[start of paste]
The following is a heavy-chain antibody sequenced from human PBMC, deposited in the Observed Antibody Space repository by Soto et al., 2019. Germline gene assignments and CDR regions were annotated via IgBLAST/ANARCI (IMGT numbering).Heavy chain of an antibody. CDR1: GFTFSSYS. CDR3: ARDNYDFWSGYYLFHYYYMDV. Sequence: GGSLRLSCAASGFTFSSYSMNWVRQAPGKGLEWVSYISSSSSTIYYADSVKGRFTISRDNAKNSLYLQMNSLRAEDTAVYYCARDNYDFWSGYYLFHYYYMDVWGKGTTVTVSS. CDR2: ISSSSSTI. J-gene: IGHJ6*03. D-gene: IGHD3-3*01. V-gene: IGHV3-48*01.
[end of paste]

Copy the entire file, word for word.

The following is a heavy-chain antibody sequenced from human PBMC, deposited in the Observed Antibody Space repository by Soto et al., 2019. Germline gene assignments and CDR regions were annotated via IgBLAST/ANARCI (IMGT numbering).Heavy chain of an antibody. CDR1: GFTFSSYS. CDR3: ARDNYDFWSGYYLFHYYYMDV. Sequence: GGSLRLSCAASGFTFSSYSMNWVRQAPGKGLEWVSYISSSSSTIYYADSVKGRFTISRDNAKNSLYLQMNSLRAEDTAVYYCARDNYDFWSGYYLFHYYYMDVWGKGTTVTVSS. CDR2: ISSSSSTI. J-gene: IGHJ6*03. D-gene: IGHD3-3*01. V-gene: IGHV3-48*01.